spindas: (Default)

Another week gone, another Sunday, and here I am sitting down to write about more drawing practice.

Today I worked through the next section of Drawing on the Right Side of the Brain. The first pages of this chapter greeted me with a list of supplies I'll apparently be needing at various points in the course. I have paper and pencils already, as well as a "marking pen" (a Sharpie) lying in my desk drawer. Pencil sharpener? Check. Erasers? Check! Graphite stick, masking tape, clips, drawing board, picture plane, viewfinders, mirror? Uhhh... I'll get to those when I need them.

Last session was all reading and rationale; this time, I actually got to pick up a pencil. The first exercises were three "pre-instruction" drawings, serving as a sort of warmup and as a record to look back on when my skills have hopefully advanced.

Assignment number one: draw a specific person from memory, #2 pencil on paper, paper on "drawing board". (The campus bookstore doesn't carry those, so a clipboard will have to do.) Since I'm posting these all on the wide open Web, I decided to go with a historical figure over someone from my life; that way, no one will have to be embarrassed by my butchering their likeness here. 😅

Honest Abe

Honest Abe. Right-hand source: Wikimedia Commons (public domain)

Half-way through sketching Mr. Lincoln, I realized I had no idea what to do about his suit, or clothes in general. At least I got the iconic beard and top hat in.

Assignment two: facing a mirror, prop the drawing board clipboard up between the wall and my lap and attempt a self-potrait.

Self-portrait, ish

A perfect likeness, no? Well, at least this is the "pre-instruction" stage.

I've read that hands and eyes are really hard to get right, but no one warned me how difficult mouths would be. When you really look at them, lips are these weird, squiggly, lumpy shapes that are hard to draw as you see them. After several attempts I was very tempted to just put a line through the middle of an oval and call it a day. I had a lot of trouble with the chin as well, trying to get it to "pop out" three dimensionally from the rest of the face. Another learning: it's tough to do shading without making it look like facial hair, especially if you want to include that little dip between the nose and mouth without it resembling a certain infamous toothbrush mustache.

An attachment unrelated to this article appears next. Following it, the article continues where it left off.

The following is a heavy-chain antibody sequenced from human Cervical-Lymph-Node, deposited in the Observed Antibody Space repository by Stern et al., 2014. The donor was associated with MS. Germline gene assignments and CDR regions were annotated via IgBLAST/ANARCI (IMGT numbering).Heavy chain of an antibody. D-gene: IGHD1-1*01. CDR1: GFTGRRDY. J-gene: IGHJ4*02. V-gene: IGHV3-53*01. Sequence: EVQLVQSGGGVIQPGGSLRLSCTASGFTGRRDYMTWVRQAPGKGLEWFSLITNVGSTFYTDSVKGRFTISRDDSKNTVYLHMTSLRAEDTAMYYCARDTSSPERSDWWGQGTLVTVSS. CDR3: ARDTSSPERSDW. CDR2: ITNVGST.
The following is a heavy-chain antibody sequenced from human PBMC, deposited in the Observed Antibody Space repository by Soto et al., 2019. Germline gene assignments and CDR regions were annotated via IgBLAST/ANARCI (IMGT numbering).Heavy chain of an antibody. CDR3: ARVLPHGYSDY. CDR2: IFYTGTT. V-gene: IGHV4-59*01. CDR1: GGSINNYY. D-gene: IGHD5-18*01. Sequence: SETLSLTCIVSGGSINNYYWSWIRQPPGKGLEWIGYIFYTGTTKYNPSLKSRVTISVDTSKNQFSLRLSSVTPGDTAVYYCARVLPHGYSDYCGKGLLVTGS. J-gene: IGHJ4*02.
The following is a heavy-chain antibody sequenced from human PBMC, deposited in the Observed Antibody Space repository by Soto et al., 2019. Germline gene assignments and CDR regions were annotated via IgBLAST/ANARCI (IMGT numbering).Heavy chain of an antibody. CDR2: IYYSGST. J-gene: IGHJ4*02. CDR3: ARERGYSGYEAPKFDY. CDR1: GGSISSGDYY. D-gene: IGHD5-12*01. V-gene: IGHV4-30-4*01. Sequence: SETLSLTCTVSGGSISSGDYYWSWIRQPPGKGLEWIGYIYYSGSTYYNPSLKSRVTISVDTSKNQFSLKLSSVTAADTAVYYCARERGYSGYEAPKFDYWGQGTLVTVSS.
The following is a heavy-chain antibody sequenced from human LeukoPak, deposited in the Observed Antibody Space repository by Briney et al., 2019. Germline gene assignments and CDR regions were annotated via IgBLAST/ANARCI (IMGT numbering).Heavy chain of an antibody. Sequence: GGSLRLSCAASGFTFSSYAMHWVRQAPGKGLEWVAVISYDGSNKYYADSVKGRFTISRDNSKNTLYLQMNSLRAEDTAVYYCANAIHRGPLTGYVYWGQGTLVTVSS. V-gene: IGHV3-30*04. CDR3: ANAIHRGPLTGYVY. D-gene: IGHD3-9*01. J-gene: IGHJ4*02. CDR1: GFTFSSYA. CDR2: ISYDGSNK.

Speaking of hand-drawing difficulty, assignment three was to set the pad on a desk and sketch my non-dominant hand. Behold:

Left hand

Of the three tasks, I'm surprised to say this is the one of which I'm the most proud, or at least the least embarrassed. Drawing in the thumb after the rest of the hand was particularly instructive. My initial instinct was to do another flat curve facing straight toward the viewer, as if my thumb weren't opposed to the rest of my hand. It took some slowing down and inspection to make it properly point sideways. I think it turned out better than the other fingers as a result.

After these exercises, the author touches on a few more points before the end of the chapter, including the idea of personal style in drawing. She writes that it shows through even in "realistic" drawing, where one is trying to hew closely to the world as it really appears. This is because style is more a reflection of how one perceives the world than idiosyncrasies in mechanical motions of the hand. She also compares it to a signature, presenting a set of sample signatures of the same name and encouraging the reader to make inferences about the different sorts of people who would produce each one.